Heading to Cuba? Bags packed, ready to go, hotels booked or family to stay with. How will you get around?
There are many means of transportation around the island. Here are a few:
Bus: If you speak Spanish, have time to spare and are street-savvy, you will be able to navigate the bus system. Astros is the main national line and is a budget friendly option for long-distance trips. It is mostly aimed at locals and uses Chinese buses. It is a bit more difficult to use and advance purchase is recommended for tickets. Few tourists are permitted to purchase tickets and are usually redirected to Viazul.
Viazul has a more modern fleet and is focused on the tourist market. Booking and scheduling information can be found online. Book your ticket ahead of time, print out a confirmation and arrive at the station early to avoid any mishaps.
For those wanting to get around the capital, urban buses are plentiful, if difficult to navigate. You may need to hop off and on multiple buses to get to your destination. They are called “gua guas” and cover most of the main cities. They are very budget friendly, but crowded, lacking in A/C, and not as safe as some other options.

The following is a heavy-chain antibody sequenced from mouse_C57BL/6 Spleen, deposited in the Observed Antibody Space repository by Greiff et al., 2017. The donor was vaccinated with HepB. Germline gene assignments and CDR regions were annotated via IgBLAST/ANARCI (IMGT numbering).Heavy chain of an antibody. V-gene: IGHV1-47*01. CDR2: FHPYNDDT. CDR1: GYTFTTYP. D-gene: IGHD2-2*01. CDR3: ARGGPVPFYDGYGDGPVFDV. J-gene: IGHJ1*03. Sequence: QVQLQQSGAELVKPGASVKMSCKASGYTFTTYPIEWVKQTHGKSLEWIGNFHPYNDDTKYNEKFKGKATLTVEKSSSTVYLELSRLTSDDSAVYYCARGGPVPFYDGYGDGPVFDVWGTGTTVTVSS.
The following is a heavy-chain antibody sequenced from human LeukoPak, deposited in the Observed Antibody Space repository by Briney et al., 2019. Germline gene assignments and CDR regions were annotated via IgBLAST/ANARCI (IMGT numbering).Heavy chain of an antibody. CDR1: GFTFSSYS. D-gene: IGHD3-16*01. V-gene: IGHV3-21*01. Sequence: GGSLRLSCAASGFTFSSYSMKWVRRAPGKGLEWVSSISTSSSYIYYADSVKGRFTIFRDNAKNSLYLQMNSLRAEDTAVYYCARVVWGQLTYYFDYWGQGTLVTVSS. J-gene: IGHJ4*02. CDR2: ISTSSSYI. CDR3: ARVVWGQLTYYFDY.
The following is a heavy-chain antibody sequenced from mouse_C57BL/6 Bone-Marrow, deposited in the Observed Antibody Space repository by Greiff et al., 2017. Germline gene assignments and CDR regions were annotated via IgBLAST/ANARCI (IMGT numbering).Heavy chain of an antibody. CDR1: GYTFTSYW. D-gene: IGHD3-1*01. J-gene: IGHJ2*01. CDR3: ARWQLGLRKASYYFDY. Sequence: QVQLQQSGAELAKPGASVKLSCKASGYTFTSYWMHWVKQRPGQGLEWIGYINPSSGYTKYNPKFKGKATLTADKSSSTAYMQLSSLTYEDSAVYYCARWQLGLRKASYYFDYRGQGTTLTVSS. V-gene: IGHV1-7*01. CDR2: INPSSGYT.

Train: Not the best transportation option, as they tend to be slow, unreliable and lacking in amenities. It is a unique way to see the country, however, for those looking for an adventure.
Trucks: Large trucks have taken on a role in the transport system of the country, due to the unreliability of public buses. They are quite popular and run routes between most cities. As hitchhiking is extremely popular, you will most likely get picked up if you try. The trucks can be crammed full of people. Not for the faint of heart.
Private Car Hire: You can also go this route if you prefer ease and safety and have cash to spare. There are several companies that will arrange this for a fee. You can hire for the day or for an entire island tour.
Taxis: The most famous sights of Cuba are of course the colonial architecture and classic cars. Tourist taxis are different from local taxis. This can be a fun day out. Keep in mind that the cars are very old, as all were imported from America before 1960, and no replacement parts have been available since. Shared taxis are popular, and often cars will congregate in busy places and put together multiple people heading to the same destination. You all cram in the same taxi and off you go!
If you want freedom to explore and are familiar with the island, you will want to rent a car in Cuba. Rent a car in Havana to get you started. There are three Cuba Car Rental companies in existence today. They are Rex, Cuba Car and havanautos. They are all run by federal government, however. They do have websites, which are not very user-friendly. Prices are set due to a state monopoly. Available cars for rent are few and far between in Cuba. What to do?